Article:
I’m showing up for my muse in 2022 in a way I’ve never attempted before. I’ve not done a very good job of keeping myself open to inspiration, this guiding genius that had me scrambling for a pen and paper in the past.
My muse inspired me to write a 300,000-word piece of fanfiction that started me out on this writing journey in the first place and later a trilogy just as long over a summer.
My muse is powerful when she shows up.
Instead of listening to my muse, I’ve filled my days with activities, jobs, and adjusting to my empty nest. Things I’ve needed to do, but still, they get in the way of the creative spirit.
When I don’t allow myself downtime, I don’t ponder, daydream, or percolate. All to my detriment.
It’s no wonder my muse hasn’t felt welcome.
At the end of 2021, I started reading Big Magic by Elizabeth Gilbert. In part, it focuses on creativity and getting past fear so creative juices can flow again. I’ve been stuck for years, so I decided to give it a go. I just needed a little push.
When she started talking about the muse, the genius, I nodded along, agreeing with everything she described.
I’ve felt this. I’ve loved this inspired sort of writing. It’s what I wish could happen every single day, but it doesn’t.
Instead, writers sit down most days without the muse sitting on their shoulders. Professionals write through that and wait, at the ready, for the muse to come back.
I’m a professional, dammit, but I sure as hell haven’t been acting like one! I’ve been waiting for inspiration to strike me again, and I know better. I haven’t even stepped into the starting blocks, though.
That’s what Elizabeth Gilbert talked about. Or I should really say, what she warned against. Sitting there waiting for inspiration to strike.
Instead, we should be showing up for our muse every day. If she decides to pop on our shoulder, fantastic. If not, at least we were there and we likely got some words on the page or some paint on a canvas or five new rows completed on our sweater. Were they inspired words or brush strokes or stitches? Maybe not, but they are done.
The last time my muse struck me was when I wrote Socks for an Otter. It was wonderful. November 2019 was a flurry of fingers, stacked dirty dishes, and half-drunk cups of coffee lining my desk, and 69,387 words later, I had a novel.
Quickly followed by the worst pneumonia of my life.
I was so terrified of my muse exiting stage right, I worked myself nearly to death. I ended up sick for months, relying on multiple nebulizer treatments each day to get me through. It took ages to come back from that, and I still don’t feel back to 100% two years later.
And it wasn’t the first time my muse has . . . overtaken my life, either.
So why would I willingly invite that? Because the payoff is worth it, pneumonia excluded.
Which is why I’m showing up for my muse in a different way now. I plan on showing up every day, hopefully in the morning, but I’m not limiting myself to that time like I have in the past. That was just disaster waiting to happen on days my writing session was slashed or needed to be postponed.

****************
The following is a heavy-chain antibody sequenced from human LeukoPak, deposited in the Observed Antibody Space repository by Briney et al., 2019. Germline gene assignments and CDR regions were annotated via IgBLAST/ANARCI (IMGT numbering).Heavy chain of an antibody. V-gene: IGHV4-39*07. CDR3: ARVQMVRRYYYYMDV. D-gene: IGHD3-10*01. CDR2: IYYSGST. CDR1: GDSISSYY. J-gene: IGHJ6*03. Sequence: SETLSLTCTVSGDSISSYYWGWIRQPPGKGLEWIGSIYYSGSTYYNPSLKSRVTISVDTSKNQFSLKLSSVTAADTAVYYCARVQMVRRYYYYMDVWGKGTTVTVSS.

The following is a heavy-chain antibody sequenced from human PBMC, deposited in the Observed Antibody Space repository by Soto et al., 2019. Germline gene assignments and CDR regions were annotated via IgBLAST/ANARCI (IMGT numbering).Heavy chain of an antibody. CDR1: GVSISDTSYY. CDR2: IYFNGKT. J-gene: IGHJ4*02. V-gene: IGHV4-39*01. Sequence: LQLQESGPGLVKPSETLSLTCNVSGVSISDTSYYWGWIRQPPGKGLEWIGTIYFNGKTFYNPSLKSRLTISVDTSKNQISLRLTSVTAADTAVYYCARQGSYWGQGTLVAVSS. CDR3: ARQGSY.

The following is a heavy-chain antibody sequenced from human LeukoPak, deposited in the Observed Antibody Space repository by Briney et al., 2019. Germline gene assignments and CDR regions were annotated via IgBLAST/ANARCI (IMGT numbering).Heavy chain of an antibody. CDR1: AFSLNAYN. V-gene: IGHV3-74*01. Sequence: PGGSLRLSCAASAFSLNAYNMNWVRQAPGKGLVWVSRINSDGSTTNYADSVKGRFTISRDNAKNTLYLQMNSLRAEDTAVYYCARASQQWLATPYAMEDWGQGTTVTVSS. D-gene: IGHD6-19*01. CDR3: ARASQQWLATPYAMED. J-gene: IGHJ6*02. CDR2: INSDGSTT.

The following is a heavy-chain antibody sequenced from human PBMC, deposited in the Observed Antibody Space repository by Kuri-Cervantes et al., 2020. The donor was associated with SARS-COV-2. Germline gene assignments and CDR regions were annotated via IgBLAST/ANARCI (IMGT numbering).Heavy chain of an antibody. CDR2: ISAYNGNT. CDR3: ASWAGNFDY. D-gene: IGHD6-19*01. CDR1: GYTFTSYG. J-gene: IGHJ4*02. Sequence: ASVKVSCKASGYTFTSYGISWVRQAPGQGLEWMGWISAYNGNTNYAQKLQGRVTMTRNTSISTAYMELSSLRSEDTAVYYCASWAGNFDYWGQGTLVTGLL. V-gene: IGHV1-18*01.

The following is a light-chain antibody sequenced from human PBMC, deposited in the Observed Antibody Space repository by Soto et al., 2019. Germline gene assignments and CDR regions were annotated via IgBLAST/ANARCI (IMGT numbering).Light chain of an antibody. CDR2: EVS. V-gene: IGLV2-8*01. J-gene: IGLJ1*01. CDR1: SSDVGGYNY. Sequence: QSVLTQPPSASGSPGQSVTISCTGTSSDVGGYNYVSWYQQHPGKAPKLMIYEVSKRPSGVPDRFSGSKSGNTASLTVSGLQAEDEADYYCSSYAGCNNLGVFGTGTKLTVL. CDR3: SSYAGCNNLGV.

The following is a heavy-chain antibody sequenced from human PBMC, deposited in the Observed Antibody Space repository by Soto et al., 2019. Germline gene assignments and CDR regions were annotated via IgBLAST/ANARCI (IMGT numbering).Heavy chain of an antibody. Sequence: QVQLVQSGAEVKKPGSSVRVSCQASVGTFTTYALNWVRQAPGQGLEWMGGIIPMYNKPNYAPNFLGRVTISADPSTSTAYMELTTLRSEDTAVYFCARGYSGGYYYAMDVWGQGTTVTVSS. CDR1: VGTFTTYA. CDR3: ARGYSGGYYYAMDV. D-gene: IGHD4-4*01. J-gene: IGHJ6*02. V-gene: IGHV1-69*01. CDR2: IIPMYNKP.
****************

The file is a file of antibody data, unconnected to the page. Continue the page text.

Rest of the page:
I’m hoping if I’m open to my muse more regularly, I’ll notice the times she’s just whispering rather than shouting.
I’m trusting the process and doing a few unconventional things along the way.
It’s a bit ritualistic. Maybe I need that.
Will any of this work? I honestly don’t know.
What I do know is that allowing all the other parts of my life to invade into my writing time only led to me not writing for years. I’m a workaholic, so my editing jobs are always red hot. My family is the center of my life, so I’ll drop everything for them. My house . . . you read the part about a pile of dirty dishes, right? But you wouldn’t believe how clean my house gets when I’m trying to avoid writing. Why would I want to avoid writing?
“Writing is easy; all you do is sit staring at the blank sheet of paper until the drops of blood form on your forehead.”—Gene Fowler
Writing is scary as shit.
You put your heart out there. Bleed on the page. It opens up wounds you’ve gone out of your way to not even look at, let alone acknowledge. And now suddenly that mess is woven into the very threads of your characters and plot. Each one of my current works in progress is at this stage: way too close to home.
But you need to be open for all of that. You have to ask for it, even. Your vulnerability factor will level up each time you start a new book. And when the doubt and fear creep in, you need to brush that aside or work through it.
Beyond that, writing is difficult and demanding work. It requires stamina.
Characters get testy and refuse to talk to you. Your plot gets so tangled up, you can’t tell up from down. You end up writing a tangent of 27,344 words you’re sure is going straight into the trash. And when you ask your critique partner for feedback, they agree.
So what’s the point?
Writing is magical.
That’s the point. And when your muse shows up, it’s spellbinding.
That tangent you thought was a waste may end up as the seed for a whole new series. That tangled plot uncovers a solution for your character you were blind to before all the knots formed. When your characters finally do speak, they reveal amazing secrets if you’re still enough to listen.
That’s what I’m attempting to do with all these little rituals. I’m listening. Or as my mom used to say, “Let’s listen to the quiet.” Because inside the quiet we will find answers we didn’t even know to ask.
So, yes, Muse, please feel welcome to stop by my place anytime. I’ll have cheese, chocolate, and cookies to share. Promise.
Also, Gilbert’s book is perfectly titled.